It’s Maxine’s 17th birthday. She’s been excited about it for a while, building up her own plans and how amazing they’ll be to her friends, but things keep screwing up her ideas. She wanted to celebrate with her different social circles separately, but instead her parents schemed a surprise party. She wanted to lose her virginity, but her boyfriend was busy sleeping with someone else. She wanted to hate her parents forever, but they’ve mysteriously vanished along with every other legal adult in town. The good news is that the cowboy-themed party her parents were organizing to destroy her social life for all time is on hold, so you know, silver linings.
Just about every element of the narrative plants its first foot properly – a dystopian nightmare everyone’s having at the same time but no one realizes, the brutal collision of ideals and reality, the cruelty teens are capable of when there’s no supervision. The story then wastes no time in fumbling each element. There’s not one character that doesn’t side-step right into a one-dimensional trope. The small-town setting prevents the big event from landing effectively. The attempts to foreshadow that same calamity confuse things more than clarify them. No one element in particular ruins the reading experience, it just becomes clear early that the story won’t impress.
The art style finds itself resting comfortably in standard action comics fashion, favoring round features and faces on what ultimately turn out to be proportionally realistic figures, but result in an overall air of cartoonish ease. This works with the majority of the younger cast, especially when they act viciously for their ages, not so well with the adults. With only story-essential exceptions, the coloring invests in grays, browns, and otherwise muddy colors. The visual elements come together with better results than the narrative elements, but they’re nothing spectacular.
Obliv18n reads like a class assignment – it meets all the basic criteria as provided, and lacks the passion of a personal accomplishment.
•Quest of Ewilan Vol 1 (Lylian/ Baldetti): “Hello? I think someone dropped their magical forest. Is this your magical forest? It landed in our boarding school. I’m sure the roots that’re tearing the foundations apart would be much happier back with you. I like days off as much as the next student, just not so much the man-eating trees.”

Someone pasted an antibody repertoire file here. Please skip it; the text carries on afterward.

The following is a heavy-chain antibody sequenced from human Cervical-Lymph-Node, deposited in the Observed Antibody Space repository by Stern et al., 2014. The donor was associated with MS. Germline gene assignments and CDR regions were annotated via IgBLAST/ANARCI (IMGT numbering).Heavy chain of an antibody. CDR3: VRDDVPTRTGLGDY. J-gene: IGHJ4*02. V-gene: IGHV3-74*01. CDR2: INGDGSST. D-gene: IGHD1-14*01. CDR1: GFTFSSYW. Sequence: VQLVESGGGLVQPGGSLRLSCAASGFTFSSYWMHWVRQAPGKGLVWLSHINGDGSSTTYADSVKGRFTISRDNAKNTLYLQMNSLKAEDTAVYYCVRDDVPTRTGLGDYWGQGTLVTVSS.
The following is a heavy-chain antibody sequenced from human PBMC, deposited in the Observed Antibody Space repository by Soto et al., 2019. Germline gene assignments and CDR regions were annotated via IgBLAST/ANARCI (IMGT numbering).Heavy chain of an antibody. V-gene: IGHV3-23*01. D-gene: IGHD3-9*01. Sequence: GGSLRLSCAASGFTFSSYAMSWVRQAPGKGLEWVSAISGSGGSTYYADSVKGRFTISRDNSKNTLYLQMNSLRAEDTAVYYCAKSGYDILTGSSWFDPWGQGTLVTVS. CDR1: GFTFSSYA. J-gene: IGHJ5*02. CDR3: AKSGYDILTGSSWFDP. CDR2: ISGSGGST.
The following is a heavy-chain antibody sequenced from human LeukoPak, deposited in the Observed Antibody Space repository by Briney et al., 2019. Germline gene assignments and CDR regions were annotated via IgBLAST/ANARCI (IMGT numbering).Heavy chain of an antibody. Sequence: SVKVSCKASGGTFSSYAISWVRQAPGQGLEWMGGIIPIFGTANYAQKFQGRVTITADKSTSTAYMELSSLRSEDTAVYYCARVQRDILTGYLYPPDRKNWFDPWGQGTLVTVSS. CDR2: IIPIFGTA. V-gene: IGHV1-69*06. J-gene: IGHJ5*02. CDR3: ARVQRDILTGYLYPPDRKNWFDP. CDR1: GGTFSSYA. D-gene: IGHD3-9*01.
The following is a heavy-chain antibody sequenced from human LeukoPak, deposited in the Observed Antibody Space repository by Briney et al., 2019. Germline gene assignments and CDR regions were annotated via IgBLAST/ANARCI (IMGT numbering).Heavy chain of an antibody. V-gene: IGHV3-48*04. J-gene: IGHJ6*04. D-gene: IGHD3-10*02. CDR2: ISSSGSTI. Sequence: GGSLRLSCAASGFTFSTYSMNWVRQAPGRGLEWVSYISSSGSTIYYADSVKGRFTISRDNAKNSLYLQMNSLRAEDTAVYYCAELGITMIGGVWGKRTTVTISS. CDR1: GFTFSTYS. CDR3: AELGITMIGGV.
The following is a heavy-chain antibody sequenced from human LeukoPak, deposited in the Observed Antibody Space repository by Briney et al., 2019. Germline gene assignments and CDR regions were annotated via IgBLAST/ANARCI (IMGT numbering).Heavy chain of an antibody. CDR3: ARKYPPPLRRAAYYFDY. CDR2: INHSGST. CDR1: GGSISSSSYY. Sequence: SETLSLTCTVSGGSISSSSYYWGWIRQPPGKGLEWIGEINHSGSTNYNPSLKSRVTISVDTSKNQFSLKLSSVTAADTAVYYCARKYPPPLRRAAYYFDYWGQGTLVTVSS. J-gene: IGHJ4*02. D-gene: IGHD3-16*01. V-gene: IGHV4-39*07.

•Action Comics 1002 (Bendis/ Gleason): “What lurks in the shadows of Metropolis?” It’s Batman. It’s ALWAYS Batman. Gotham, Metropolis, Nanda Parbat, Cleveland, Atlantis, the moon, Batman’s skulked everywhere. His shadow passport needs extra pages for all the different stamps.
•West Coast Avengers 1 (Thompson/ Caselli): There are heroes that throw vehicles at people. There are heroes that throw other heroes at people. And then there are heroes that pour over the latest Guiness records looking for any activity that hasn’t been catalogged yet. “Alrighty, no one’s ever crammed five super-powered people onto a Vespa and thrown it a whole football field!” Joke’s on America there – the Hawkeyes are normal humans with training, so they don’t count! [9/10]
Who opens with land sharks? The answer is Kate Bishop, recent California resident and second Hawkeye of Avengers fame. She was minding her own business (which just happens to be snooping into other people’s business) when she finds herself riding a stampede of abominable creatures that’re the cross of Jaws and the bear from Grizzly Man. She put out a call, and she found herself joined by America Chavez, Hawkeye (1.0), and her boyfriend Fuse. With the West Coast saved, a crushing truth hits Kate: Cali is a place full of sweet, succulent targets for baddies, but no team set up to counter them. If they’re going to seriously consider protecting the area, they’ll just new a few more things, like experienced hitters, a looming threat, and some basic funding.
Throughout the history of the franchise, West Coast Avengers planted one foot in classic comics action and the other one in self-aware satire. This volume keeps the tradition alive and (hyper-dimensional) kicking. Most of the characters thrived on their own before, but unlike their East Coast counterparts, none (except maybe Hawkeye 1.0) would be considered a Marvel mainstay. Each character keeps their own distinct voice, yet the way they banter back and forth doesn’t just betray awareness that they’re filling roles, they’re kind of excited about it, and it’s easy to get caught up in that energy. Between their struggles for team unity, a revenue stream, and for one thing to go according to plan, there’s plenty of thrills and giggles for any reader, fresh or weathered.
Caselli’s skilled at framing a scene, and populating it with figures that’re dynamic but not ridiculous. Where he truly shines is his facial expressions, which’re just exaggerated enough to fully sell the intent of the panel. Glee, fury, annoyance, the entire emotional spectrum gets representation here, and between the characters and set pieces, it’s shamefully obvious how much fun the art team had putting all this together.
West Coast Avengers reads like good stand-up – it puts you right into a different life and highlights just how bizarre it can get.
Read what you like, and when you want some more, we’ll see you next week!
Looking for earlier blogs by Ryan Walsh for Comic Carnival? They’re here: Variant Coverage Blog Back Issues